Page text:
Brake Dust May Cause More Problems Than Blackened Wheel Covers
Rush hour traffic on the downtown connector in Atlanta. (Credit: Josh Brown)
Though tailpipe emissions could fall in the years ahead as more zero-emission vehicles hit the streets, one major source of highway air pollution shows no signs of abating: brake and tire dust.
Metals from brakes and other automotive systems are emitted into the air as fine particles, lingering over busy roadways. Now, researchers at Georgia Institute of Technology have shown how that cloud of tiny metal particles could wreak havoc on respiratory health.
In a study published January 31 in the journal Environmental Science & Technology, the researchers described how vehicle-emitted metals such as copper, iron and manganese interact with acidic sulfate-rich particles already in the air to produce a toxic aerosol.
“There’s a chain reaction happening in the air above busy highways,” said Rodney Weber, a professor in Georgia Tech’s School of Earth & Atmospheric Sciences. “Acidic sulfate in the atmosphere comes into contact with those metals emitted from traffic and changes their solubility, making them more likely to cause oxidative stress when inhaled.”
The study, which was sponsored by the National Science Foundation and the U.S. Environmental Protection Agency, showed how the metals are emitted mainly in an insoluble form but slowly become soluble after mixing with sulfate.
“Sulfate has long been associated with adverse health impacts,” said Athanasios Nenes, a professor and Georgia Power Scholar in the School of Earth & Atmospheric Sciences and the School of Chemical & Biomolecular Engineering. “The old hypothesis was that the acidic sulfate burns your lung lining, which in turn leads the bad health effects. But there is not enough acid in the air alone to really have that impact.”
But sulfate plays a key role in making metals soluble before they are inhaled, which could explain the association of sulfate with adverse health impacts, the researchers said.
The researchers collected samples of ambient particulate matter in two locations in Atlanta – one near a major interstate highway and another urban site 420 meters away from the roadway. They analyzed the chemical content, size distribution and acidity of the samples.
A significant amount of the ambient sulfate found was similar in size to the metal particles, suggesting that the ambient sulfate and metals were mixed within individual particles, which over hours or days would allow the acidic sulfate to convert the metal into a soluble form.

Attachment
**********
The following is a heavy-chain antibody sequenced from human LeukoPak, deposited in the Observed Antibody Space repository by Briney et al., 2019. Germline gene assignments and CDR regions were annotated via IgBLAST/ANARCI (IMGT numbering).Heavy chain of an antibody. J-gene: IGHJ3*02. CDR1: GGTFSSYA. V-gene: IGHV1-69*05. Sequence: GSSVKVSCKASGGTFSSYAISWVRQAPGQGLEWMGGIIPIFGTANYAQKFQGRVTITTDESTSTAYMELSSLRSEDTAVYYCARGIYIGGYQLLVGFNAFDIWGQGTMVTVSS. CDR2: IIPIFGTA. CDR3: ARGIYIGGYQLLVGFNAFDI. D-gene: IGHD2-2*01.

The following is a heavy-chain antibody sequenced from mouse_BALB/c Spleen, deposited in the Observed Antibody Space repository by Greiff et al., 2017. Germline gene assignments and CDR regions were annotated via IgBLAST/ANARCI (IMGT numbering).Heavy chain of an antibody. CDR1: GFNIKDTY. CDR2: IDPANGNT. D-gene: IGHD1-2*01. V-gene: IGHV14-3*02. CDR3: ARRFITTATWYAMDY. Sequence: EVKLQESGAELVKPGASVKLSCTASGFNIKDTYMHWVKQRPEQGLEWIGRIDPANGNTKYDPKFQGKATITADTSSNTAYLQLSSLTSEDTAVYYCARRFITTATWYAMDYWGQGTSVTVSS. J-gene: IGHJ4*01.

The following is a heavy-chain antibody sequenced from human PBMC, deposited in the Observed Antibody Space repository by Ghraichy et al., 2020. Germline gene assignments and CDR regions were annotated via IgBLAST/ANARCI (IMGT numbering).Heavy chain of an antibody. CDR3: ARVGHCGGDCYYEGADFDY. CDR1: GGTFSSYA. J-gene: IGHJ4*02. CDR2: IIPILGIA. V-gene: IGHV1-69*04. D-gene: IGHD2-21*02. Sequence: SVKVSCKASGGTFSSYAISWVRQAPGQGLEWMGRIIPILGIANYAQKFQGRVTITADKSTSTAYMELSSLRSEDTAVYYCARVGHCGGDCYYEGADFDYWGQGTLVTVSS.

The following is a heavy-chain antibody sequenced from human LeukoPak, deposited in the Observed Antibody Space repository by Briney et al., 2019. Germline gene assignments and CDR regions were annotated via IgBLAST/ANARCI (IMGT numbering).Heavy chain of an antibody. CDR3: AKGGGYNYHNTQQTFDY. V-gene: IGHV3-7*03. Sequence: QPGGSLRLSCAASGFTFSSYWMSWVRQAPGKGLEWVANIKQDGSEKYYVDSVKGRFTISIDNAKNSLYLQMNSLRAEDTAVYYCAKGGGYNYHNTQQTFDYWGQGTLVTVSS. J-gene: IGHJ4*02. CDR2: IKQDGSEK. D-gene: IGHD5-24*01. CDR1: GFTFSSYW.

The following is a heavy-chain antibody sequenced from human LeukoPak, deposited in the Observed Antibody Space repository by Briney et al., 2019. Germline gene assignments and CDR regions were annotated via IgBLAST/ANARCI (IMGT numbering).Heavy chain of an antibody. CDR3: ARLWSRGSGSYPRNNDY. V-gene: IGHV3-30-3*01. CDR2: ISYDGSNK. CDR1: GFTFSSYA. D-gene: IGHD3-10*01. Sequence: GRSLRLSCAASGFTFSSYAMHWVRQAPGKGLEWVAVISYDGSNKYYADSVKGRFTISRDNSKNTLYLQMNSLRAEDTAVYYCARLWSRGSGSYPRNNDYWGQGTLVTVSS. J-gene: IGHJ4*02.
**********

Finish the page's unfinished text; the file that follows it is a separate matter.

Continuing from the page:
To quantify just how dangerous the aerosol could be, the researchers developed a high throughput analytical system for a chemical assay – called oxidative potential – that simulates the toxic response that such a mix would have on cellular organisms. This instrument was used to generate large data sets on ambient aerosol oxidative potential, which when utilized in an earlier epidemiological study, researchers at Georgia Tech and Emory University found that the chemical assay was statistically associated with hospital admissions in Atlanta for asthma and wheezing.
In the new study, the researchers observed that the peak toxicity indicated by the assay was closely correlated to those particles that contained the largest amount of soluble metals, which occurred only when metallic particles mixed with highly acidic sulfate.
“That’s the smoking gun,” Nenes said. “The sulfate essentially dissolves those metals; when you breathe in those particles, the metals could be absorbed directly into the blood stream and cause problems throughout the body. For the first time, a mechanism emerges to explain why small amounts of acidic sulfate can adversely affect health.”
While the sample taken from the testing site located farther away from the highway had less particulate metal, there was still enough to cause an increase in the oxidative potential, showing that roadway pollution could travel through the air and potentially cause problems in surrounding areas as well.
Dust from brakes and tires isn’t the only source of metals in the air. Incinerators and other forms of combustion also produce mineral dust and metallic particles, which could mix with sulfate to trigger a similar reaction.
The researchers noted that while the amount of particulate sulfate in the southeastern United States has decreased during the past 15 years as sulfur dioxide emissions from power plants have fallen, there’s still enough acidic sulfate in the air to keep the pH of particles very low, in the range of 0 to 2, transforming insoluble ambient metals to a soluble form.
“Vehicle tailpipe emissions are going down, but these kinds of emissions from braking will remain to some extent, even if you drive an electric car,” Weber said. “Therefore, this kind of process will continue to play out in the future and will be an important consideration when we look at the health effects of particulate matter.”
This material is based upon work supported by the National Science Foundation under Grant No. 1360730 and the U.S. Environmental Protection Agency under Grant No. RD834799. Any opinions, findings, and conclusions or recommendations expressed in this material are those of the authors and do not necessarily reflect the views of the National Science Foundation or the U.S. Environmental Protection Agency.
CITATION: Ting Fang, Hongyu Guo, Linghan Zeng, Vishal Verma, Athanasios Nenes and Rodney J. Weber, “Highly acidic ambient particles, soluble metals and oxidative potential: A link between sulfate and aerosol toxicity,” (Environmental Science & Technology, 2017). http://dx.doi.org/10.1021/acs.est.6b06151.
Hongyu Guo, Georgia Tech grad student and Rodney Weber, a professor in Georgia Tech’s School of Earth & Atmospheric Sciences
Athanasios Nenes, a professor and Georgia Power Scholar in the School of Earth & Atmospheric Sciences and the School of Chemical & Biomolecular Engineering